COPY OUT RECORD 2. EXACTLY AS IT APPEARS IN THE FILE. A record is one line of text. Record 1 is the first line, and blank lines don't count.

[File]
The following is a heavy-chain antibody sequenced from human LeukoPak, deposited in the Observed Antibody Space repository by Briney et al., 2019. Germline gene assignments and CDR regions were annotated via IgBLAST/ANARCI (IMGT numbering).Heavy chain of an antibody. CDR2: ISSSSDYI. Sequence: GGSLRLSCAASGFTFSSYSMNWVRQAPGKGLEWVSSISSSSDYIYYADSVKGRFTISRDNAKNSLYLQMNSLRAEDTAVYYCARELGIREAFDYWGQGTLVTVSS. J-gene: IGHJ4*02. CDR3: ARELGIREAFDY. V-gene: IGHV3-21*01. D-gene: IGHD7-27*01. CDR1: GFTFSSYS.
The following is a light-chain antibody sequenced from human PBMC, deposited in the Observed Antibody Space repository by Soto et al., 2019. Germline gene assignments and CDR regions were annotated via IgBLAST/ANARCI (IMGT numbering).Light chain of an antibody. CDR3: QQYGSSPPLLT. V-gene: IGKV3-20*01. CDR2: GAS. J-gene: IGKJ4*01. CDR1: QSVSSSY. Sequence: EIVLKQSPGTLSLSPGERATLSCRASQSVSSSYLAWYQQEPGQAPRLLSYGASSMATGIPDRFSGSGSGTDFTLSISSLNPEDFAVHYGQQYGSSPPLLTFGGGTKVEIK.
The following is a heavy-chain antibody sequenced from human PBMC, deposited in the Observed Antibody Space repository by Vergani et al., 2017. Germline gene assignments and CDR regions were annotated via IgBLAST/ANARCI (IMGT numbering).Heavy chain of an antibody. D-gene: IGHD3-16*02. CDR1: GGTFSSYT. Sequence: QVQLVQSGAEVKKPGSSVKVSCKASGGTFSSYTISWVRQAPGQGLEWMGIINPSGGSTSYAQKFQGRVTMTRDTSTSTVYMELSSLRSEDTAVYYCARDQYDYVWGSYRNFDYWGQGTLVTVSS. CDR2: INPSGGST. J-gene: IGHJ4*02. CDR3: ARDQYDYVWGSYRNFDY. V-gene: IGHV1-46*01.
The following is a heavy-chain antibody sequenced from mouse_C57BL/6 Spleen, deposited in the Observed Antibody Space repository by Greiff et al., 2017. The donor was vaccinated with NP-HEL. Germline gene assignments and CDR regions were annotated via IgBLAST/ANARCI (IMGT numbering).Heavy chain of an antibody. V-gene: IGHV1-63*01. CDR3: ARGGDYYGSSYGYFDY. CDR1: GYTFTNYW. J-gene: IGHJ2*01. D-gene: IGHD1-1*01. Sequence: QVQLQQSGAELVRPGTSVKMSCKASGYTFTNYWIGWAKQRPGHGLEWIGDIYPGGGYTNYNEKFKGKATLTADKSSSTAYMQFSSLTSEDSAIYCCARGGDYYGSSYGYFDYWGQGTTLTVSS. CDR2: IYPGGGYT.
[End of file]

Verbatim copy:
The following is a light-chain antibody sequenced from human PBMC, deposited in the Observed Antibody Space repository by Soto et al., 2019. Germline gene assignments and CDR regions were annotated via IgBLAST/ANARCI (IMGT numbering).Light chain of an antibody. CDR3: QQYGSSPPLLT. V-gene: IGKV3-20*01. CDR2: GAS. J-gene: IGKJ4*01. CDR1: QSVSSSY. Sequence: EIVLKQSPGTLSLSPGERATLSCRASQSVSSSYLAWYQQEPGQAPRLLSYGASSMATGIPDRFSGSGSGTDFTLSISSLNPEDFAVHYGQQYGSSPPLLTFGGGTKVEIK.